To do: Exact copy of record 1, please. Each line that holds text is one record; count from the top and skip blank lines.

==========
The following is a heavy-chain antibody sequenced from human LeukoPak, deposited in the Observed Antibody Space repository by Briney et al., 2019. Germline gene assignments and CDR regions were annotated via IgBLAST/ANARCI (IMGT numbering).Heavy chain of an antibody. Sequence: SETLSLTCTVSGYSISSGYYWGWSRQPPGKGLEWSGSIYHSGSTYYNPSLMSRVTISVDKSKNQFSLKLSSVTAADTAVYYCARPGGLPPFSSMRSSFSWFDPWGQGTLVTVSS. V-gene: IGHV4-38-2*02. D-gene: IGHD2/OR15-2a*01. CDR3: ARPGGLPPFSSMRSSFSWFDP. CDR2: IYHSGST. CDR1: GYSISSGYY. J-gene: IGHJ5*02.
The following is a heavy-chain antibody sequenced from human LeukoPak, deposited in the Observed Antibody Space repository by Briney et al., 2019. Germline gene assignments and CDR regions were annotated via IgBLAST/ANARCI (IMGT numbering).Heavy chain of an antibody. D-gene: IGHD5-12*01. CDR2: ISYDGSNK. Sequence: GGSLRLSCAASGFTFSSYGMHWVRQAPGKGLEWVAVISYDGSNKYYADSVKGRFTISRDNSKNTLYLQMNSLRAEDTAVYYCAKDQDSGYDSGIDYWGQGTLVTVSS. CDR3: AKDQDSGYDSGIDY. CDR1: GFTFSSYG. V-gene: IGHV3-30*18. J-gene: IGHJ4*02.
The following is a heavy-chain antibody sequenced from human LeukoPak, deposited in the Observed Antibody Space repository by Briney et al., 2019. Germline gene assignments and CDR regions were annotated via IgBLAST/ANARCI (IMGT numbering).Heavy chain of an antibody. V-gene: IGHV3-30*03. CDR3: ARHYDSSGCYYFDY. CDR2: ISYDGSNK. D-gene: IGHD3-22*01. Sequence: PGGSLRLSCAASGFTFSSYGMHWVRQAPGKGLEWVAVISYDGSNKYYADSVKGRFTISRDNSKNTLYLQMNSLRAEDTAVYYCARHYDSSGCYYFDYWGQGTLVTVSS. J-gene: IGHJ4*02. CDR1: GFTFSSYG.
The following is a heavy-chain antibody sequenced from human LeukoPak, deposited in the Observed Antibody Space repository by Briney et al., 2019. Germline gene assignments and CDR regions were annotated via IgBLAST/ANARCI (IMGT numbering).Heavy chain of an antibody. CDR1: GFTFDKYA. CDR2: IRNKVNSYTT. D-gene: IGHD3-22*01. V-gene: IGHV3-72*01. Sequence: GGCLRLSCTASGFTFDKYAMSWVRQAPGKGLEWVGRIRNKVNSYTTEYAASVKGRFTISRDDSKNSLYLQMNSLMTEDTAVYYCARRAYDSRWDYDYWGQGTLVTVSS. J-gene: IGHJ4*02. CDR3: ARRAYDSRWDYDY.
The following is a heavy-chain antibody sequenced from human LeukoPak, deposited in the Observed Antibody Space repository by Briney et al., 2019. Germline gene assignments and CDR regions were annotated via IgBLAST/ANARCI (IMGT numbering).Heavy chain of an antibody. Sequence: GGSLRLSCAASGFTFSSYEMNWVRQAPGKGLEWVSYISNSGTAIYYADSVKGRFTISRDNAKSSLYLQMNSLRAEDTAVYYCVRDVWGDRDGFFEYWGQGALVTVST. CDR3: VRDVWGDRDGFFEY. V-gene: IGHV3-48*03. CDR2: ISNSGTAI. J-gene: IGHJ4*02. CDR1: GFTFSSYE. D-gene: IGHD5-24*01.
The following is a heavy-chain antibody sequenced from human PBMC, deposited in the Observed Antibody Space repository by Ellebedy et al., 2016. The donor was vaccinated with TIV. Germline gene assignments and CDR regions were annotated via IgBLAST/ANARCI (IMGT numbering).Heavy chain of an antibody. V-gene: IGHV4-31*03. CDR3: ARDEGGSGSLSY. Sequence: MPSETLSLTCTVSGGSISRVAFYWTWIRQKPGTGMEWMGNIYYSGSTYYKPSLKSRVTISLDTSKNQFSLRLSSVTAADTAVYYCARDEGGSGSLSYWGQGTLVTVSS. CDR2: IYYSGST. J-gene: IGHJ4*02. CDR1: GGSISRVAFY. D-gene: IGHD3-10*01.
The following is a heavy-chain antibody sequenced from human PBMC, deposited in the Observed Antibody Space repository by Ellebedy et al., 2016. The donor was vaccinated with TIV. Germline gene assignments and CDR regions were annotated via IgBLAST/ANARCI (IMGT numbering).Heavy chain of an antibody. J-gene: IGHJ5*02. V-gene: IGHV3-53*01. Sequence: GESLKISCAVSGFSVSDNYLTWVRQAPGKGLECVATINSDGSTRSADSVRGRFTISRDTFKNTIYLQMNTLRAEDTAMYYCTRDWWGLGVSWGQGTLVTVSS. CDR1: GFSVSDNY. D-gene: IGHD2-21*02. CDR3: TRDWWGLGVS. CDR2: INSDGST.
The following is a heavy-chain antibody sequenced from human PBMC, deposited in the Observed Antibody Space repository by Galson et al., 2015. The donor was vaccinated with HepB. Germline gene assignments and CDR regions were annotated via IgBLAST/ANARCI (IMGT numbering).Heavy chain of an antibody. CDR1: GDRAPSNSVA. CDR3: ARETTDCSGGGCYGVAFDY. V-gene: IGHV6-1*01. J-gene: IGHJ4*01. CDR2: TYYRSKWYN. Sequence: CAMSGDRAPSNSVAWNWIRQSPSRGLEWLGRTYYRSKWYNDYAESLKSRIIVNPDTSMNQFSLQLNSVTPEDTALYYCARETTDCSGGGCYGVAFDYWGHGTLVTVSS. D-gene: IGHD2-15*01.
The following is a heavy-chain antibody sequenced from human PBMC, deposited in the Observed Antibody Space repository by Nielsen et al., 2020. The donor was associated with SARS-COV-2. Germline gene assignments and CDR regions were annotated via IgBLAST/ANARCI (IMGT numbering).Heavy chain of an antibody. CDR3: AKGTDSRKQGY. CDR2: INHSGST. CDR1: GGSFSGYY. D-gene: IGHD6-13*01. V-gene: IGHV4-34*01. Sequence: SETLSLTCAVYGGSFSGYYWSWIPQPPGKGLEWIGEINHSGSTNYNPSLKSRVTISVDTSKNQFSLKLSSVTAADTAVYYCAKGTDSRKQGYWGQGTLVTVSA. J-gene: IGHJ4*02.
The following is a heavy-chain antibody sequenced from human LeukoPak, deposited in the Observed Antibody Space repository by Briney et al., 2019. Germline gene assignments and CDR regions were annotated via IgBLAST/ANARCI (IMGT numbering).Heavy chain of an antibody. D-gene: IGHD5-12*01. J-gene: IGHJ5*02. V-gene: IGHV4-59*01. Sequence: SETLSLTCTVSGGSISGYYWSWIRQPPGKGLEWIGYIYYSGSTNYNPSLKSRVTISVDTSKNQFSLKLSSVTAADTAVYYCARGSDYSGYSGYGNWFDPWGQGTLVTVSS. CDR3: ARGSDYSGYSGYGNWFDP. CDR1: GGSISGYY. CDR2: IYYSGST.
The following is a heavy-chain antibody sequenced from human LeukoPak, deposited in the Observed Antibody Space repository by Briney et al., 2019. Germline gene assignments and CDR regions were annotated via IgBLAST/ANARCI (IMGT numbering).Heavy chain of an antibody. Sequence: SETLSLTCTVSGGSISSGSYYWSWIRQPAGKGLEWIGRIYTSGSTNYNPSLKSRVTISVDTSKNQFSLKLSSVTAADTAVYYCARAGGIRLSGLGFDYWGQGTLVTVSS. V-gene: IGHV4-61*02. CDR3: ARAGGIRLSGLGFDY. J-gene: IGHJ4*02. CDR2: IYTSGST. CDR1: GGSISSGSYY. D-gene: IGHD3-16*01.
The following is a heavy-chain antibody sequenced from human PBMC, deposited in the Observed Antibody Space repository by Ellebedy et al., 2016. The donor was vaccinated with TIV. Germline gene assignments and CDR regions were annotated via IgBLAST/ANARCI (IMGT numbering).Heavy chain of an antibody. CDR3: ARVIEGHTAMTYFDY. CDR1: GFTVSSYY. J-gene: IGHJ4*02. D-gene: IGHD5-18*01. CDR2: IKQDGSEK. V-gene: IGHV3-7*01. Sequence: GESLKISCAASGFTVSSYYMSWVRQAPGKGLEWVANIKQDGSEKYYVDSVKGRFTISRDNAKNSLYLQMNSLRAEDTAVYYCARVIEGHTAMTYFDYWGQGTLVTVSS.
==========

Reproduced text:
The following is a heavy-chain antibody sequenced from human LeukoPak, deposited in the Observed Antibody Space repository by Briney et al., 2019. Germline gene assignments and CDR regions were annotated via IgBLAST/ANARCI (IMGT numbering).Heavy chain of an antibody. Sequence: SETLSLTCTVSGYSISSGYYWGWSRQPPGKGLEWSGSIYHSGSTYYNPSLMSRVTISVDKSKNQFSLKLSSVTAADTAVYYCARPGGLPPFSSMRSSFSWFDPWGQGTLVTVSS. V-gene: IGHV4-38-2*02. D-gene: IGHD2/OR15-2a*01. CDR3: ARPGGLPPFSSMRSSFSWFDP. CDR2: IYHSGST. CDR1: GYSISSGYY. J-gene: IGHJ5*02.